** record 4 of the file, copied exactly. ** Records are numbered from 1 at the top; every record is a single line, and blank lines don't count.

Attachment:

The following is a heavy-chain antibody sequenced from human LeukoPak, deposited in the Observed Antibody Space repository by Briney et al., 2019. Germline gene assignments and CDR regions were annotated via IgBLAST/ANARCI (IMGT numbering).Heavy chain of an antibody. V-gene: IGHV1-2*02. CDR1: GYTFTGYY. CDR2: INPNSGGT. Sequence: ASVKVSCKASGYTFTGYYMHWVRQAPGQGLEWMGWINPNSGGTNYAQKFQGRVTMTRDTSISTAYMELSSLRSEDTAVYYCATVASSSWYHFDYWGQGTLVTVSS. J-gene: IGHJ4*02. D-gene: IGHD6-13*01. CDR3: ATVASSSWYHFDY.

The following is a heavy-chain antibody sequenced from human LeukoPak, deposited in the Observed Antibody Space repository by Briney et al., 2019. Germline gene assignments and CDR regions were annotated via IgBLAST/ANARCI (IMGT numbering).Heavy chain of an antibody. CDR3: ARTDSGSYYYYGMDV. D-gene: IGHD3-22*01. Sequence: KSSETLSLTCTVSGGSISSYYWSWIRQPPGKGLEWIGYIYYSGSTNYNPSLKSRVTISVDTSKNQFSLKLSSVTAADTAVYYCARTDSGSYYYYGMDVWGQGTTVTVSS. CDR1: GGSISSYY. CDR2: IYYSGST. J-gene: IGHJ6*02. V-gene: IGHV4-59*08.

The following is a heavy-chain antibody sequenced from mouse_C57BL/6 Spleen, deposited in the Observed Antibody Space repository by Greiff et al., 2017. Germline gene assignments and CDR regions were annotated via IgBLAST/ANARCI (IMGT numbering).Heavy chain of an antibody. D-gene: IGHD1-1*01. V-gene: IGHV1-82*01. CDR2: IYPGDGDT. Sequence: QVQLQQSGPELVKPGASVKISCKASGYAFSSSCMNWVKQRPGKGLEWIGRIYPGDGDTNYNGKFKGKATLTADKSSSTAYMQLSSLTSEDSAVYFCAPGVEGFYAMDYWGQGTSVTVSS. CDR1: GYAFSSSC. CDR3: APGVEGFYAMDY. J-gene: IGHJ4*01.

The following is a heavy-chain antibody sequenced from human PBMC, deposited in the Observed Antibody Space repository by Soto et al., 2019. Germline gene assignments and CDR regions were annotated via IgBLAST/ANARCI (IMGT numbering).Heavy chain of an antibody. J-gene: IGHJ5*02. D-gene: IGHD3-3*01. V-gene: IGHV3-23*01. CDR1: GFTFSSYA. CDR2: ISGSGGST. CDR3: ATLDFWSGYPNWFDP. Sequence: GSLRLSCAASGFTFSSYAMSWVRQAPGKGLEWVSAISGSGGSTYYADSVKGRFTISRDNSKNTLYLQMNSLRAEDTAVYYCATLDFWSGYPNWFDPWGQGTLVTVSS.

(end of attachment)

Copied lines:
The following is a heavy-chain antibody sequenced from human PBMC, deposited in the Observed Antibody Space repository by Soto et al., 2019. Germline gene assignments and CDR regions were annotated via IgBLAST/ANARCI (IMGT numbering).Heavy chain of an antibody. J-gene: IGHJ5*02. D-gene: IGHD3-3*01. V-gene: IGHV3-23*01. CDR1: GFTFSSYA. CDR2: ISGSGGST. CDR3: ATLDFWSGYPNWFDP. Sequence: GSLRLSCAASGFTFSSYAMSWVRQAPGKGLEWVSAISGSGGSTYYADSVKGRFTISRDNSKNTLYLQMNSLRAEDTAVYYCATLDFWSGYPNWFDPWGQGTLVTVSS.